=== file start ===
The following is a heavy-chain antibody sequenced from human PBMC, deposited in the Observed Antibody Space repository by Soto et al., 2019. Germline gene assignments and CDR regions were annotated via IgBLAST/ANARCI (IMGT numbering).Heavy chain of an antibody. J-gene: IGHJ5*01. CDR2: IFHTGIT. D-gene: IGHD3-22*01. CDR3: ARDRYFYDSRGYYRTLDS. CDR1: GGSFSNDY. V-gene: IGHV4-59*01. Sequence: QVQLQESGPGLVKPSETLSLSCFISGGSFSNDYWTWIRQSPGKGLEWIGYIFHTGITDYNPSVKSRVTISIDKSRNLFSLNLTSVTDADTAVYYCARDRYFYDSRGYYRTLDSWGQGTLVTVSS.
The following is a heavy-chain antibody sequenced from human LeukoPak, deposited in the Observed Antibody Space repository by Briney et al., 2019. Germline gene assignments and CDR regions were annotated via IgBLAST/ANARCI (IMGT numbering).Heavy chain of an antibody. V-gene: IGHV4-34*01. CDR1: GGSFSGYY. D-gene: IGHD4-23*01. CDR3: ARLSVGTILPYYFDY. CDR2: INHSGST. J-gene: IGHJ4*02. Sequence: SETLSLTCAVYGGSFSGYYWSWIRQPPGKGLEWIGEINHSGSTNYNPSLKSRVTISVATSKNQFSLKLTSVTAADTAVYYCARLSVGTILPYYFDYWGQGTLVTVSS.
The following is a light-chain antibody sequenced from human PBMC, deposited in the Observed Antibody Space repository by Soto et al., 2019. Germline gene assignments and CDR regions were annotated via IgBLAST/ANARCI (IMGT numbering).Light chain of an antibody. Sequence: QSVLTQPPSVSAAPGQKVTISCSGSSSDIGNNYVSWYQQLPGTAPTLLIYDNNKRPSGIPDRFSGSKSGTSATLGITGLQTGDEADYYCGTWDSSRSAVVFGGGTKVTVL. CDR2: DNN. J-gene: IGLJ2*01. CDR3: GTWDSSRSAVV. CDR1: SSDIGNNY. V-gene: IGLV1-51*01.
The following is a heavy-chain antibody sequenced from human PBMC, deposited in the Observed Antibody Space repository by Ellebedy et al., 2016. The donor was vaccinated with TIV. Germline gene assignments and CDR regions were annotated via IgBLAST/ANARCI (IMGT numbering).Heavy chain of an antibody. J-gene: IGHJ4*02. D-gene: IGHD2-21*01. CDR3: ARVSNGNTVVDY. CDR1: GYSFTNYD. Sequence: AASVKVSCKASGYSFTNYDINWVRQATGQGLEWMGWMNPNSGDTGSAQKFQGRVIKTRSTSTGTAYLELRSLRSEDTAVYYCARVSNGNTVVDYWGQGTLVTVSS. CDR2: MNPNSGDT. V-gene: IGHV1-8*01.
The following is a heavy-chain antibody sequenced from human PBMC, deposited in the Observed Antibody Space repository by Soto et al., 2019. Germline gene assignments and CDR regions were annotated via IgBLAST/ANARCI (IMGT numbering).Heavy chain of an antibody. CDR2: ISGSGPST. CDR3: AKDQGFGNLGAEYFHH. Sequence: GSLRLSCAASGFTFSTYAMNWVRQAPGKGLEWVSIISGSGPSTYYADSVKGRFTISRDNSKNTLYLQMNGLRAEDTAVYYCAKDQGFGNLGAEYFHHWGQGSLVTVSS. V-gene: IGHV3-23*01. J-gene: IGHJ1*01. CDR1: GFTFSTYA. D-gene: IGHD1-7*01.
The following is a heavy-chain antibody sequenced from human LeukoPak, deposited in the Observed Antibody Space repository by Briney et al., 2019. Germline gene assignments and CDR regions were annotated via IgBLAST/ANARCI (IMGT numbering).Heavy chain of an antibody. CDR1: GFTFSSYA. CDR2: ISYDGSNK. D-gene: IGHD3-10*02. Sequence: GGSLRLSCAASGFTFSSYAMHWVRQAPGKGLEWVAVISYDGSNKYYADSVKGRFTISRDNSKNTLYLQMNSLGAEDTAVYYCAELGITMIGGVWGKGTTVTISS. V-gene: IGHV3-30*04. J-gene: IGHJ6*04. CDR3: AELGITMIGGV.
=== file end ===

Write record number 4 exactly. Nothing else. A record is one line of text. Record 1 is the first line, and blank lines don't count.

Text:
The following is a heavy-chain antibody sequenced from human PBMC, deposited in the Observed Antibody Space repository by Ellebedy et al., 2016. The donor was vaccinated with TIV. Germline gene assignments and CDR regions were annotated via IgBLAST/ANARCI (IMGT numbering).Heavy chain of an antibody. J-gene: IGHJ4*02. D-gene: IGHD2-21*01. CDR3: ARVSNGNTVVDY. CDR1: GYSFTNYD. Sequence: AASVKVSCKASGYSFTNYDINWVRQATGQGLEWMGWMNPNSGDTGSAQKFQGRVIKTRSTSTGTAYLELRSLRSEDTAVYYCARVSNGNTVVDYWGQGTLVTVSS. CDR2: MNPNSGDT. V-gene: IGHV1-8*01.